After the meeting, I approached Google’s public relations team as a reporter, told them I’d been in the meeting, and asked if I understood correctly. The press office confirmed it, though they preferred to say the Plus button “influences the ranking.” They didn’t deny what their sales people told me: If you don’t feature the +1 button, your stories will be harder to find with Google.

U.N. Human Rights Chief Condemns Trump’s Attacks on Media – The New York Times

“It’s really quite amazing when you think that freedom of the press, not only a cornerstone of the Constitution but very much something the United States defended over the years, is now itself under attack from the president himself,” Mr. al-Hussein said. “It’s a stunning turnaround.”

Trump Takes Aim at the Press, With a Flamethrower – The New York Times

The attacks on ProPublica were so intense that they caused the entire staff to lose access to incoming email for five or six hours on Tuesday, the journalism organization’s president, Richard Tofel, told me.

Trump, Calling Journalists ‘Sick People,’ Puts Media on Edge – The New York Times

But Tuesday’s remarks struck a tone that alarmed journalists more than usual. Margaret Sullivan, a media columnist for The Washington Post, called it “the most sustained attack any president has ever made on the press.”

French President Sues Photographer Who Followed Him on Holiday

The photographer in question, however, apparently went to great lengths to capture images of Macron and his wife. The photographer reportedly used a motorbike to follow Macron and his wife “on several occasions despite repeat warnings from security staff, and sometimes did so in a risky and perilous manner,” the French government tells the Telegraph.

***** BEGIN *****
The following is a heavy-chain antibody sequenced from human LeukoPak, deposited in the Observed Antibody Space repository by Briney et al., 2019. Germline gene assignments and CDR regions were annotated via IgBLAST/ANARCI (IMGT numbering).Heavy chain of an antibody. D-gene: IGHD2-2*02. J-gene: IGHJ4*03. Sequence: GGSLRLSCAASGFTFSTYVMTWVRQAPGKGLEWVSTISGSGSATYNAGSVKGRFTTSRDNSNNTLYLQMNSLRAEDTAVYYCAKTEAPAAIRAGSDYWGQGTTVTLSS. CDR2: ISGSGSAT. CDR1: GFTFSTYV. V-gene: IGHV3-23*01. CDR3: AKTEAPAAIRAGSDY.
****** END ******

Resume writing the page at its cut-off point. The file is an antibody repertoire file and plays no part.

Where Is the Line? Deadly Protest Forces Media to Decide – The New York Times

It took the death of a young woman at the hands of one of the neo-Nazis she was protesting to force the ever-expanding media universe to face a question it has been evading for years: Where’s the line?

Using Photos to Fight Hate: For Better or Worse – PhotoShelter Blog

And thus we confront one of the contemporary conundrums of images and culture. More than any time in the history of photography, images and metadata provide incredibly powerful ways to increase transparency and uncover “truth.” But the potential for malicious or misuse is high. And ironically, publicizing these incidents often brings attention to fringe ideologies.

Los Angeles Bans Photos at Concerts in Public Park

The city of Los Angeles is banning photography at free concerts in a public park, and photographers aren’t happy about it. Several prominent photographer, journalist, and civil rights organizations have joined forces in writing a letter that protests the policy.

TSA Requires a Separate Screening of Cameras in Airports Now

Bad news, photographers: your airport experience in the United States is now more tedious if you’re planning to carry a camera onto the plane. The TSA just announced that all electronics larger than a cell phone need to be placed into a bin for separate screening.

Proof-of-concept camera encrypts images with GPG / Boing Boing

W Aaron Waychoff, creator of the Falsom Upside-Down ⊥ “Resist” campaign, was inspired by this 2016 post; he writes, “I’ve made a proof-of-concept encrypting digital camera based on the open source, widely adoped GnuPG. This project uses public key encryption to encrypt every photo the camera takes before writing the encrypted version to memory. Of particular note, there are absolutely no UI changes over what an ordinary point-and-shoot camera provides. No extra keyboards or touch screens are needed as no passwords need be entered.”